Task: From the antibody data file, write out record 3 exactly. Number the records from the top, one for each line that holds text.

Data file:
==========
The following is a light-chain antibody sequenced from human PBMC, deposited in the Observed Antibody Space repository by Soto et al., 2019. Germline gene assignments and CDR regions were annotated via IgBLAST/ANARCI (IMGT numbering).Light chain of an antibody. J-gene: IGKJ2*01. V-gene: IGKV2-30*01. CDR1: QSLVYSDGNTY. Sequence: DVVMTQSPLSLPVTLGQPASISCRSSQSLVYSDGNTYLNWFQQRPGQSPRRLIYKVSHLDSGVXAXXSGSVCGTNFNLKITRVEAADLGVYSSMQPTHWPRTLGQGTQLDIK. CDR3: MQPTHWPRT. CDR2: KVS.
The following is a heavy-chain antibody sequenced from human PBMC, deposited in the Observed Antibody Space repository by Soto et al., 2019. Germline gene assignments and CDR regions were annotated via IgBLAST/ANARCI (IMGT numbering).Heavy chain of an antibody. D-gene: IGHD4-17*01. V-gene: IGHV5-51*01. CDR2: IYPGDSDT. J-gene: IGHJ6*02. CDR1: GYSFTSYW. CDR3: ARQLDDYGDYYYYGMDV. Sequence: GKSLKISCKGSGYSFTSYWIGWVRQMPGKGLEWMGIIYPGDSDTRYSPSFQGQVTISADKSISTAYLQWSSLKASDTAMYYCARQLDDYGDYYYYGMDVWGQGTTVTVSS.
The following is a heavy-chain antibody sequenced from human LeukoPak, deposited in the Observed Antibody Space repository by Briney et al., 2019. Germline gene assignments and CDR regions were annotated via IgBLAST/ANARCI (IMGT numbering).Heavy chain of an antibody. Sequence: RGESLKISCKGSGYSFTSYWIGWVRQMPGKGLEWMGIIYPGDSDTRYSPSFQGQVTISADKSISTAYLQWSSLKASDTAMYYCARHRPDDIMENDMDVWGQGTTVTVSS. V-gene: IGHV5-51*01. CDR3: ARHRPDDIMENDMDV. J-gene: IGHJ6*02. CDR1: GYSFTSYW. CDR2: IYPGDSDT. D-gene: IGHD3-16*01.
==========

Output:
The following is a heavy-chain antibody sequenced from human LeukoPak, deposited in the Observed Antibody Space repository by Briney et al., 2019. Germline gene assignments and CDR regions were annotated via IgBLAST/ANARCI (IMGT numbering).Heavy chain of an antibody. Sequence: RGESLKISCKGSGYSFTSYWIGWVRQMPGKGLEWMGIIYPGDSDTRYSPSFQGQVTISADKSISTAYLQWSSLKASDTAMYYCARHRPDDIMENDMDVWGQGTTVTVSS. V-gene: IGHV5-51*01. CDR3: ARHRPDDIMENDMDV. J-gene: IGHJ6*02. CDR1: GYSFTSYW. CDR2: IYPGDSDT. D-gene: IGHD3-16*01.